Following two years of pandemic-over-hiring, layoffs, and ongoing shifts in the workplace, largely influenced by inflation and geopolitical turmoil, 2024 will be a year of transformations in HR. Reports suggest that nearly two-thirds of CEOs expect a full-time return to the office in the near future, while others place increased importance on hybrid arrangements to rebuild organisational culture and attract talent. Simultaneously, employers are placing increased emphasis on skills in their hiring decisions. The transformative impact of AI on work processes underscores the essential role of upskilling for sustained success. For candidates, it's imperative to make significant decisions about where, how, and what they want to pursue in their career. For businesses, it’s important to adapt to new trends, embrace the role of technology in HR and find strategies to attract and retain top talent.
1. Data-Driven Hiring and AI
Contrary to expectations, AI is poised to create, rather than diminish workforce opportunities, as long as both individuals and organisations adapt to these tools and focus on upskilling.
For candidates, it’s important to consider how AI tools will impact their career and the skills they’ll need to learn to keep up. On another hand, from a job search perspective, candidates can take advantage of AI tools like eikko for:
- Trimming job search activity: candidates will have more data-driven AI-powered tools available in the market, in which job search becomes much easier, faster and transparent; cutting the noise out, just the relevant jobs according to their career goals, profile and potential.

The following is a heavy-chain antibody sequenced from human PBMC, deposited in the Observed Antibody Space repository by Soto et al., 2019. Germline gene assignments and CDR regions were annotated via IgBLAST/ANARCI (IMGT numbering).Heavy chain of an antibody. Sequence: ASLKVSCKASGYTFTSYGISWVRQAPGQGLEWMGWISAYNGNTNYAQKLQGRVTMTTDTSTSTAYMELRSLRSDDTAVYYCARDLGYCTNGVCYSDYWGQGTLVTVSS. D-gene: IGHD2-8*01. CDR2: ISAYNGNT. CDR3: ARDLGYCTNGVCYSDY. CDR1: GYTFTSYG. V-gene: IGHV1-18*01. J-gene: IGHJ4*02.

For HR Technology, the influence of AI is particularly positive. Taking an insider look at platforms like eikko, we see how the integration of data analytics and AI not only empowers recruiters to target the most qualified candidates but also plays a crucial role in mitigating unconscious bias throughout the hiring process:
- Increased efficiency and accuracy: Automated screening tools like eikko can help recruiters filtering through applications much faster and more accurately freeing up their time for in-depth evaluations and minimising the chances of overlooking qualified candidates.
- Streamlined workflows: These platforms can also automate many tasks involved in the hiring process, such as personalisation of pre-screening questions, interview scheduling (…).
- Improved visibility: These platforms can provide recruiters with not only active but also passive candidates, allowing them to track candidates and identify potential matches.
- Predicting candidate fit: Using AI to predict how well a candidate is likely to fit with a particular job, company culture and team can help recruiters avoid costly mistakes in hiring candidates that do not align.
2. Less remote, more hybrid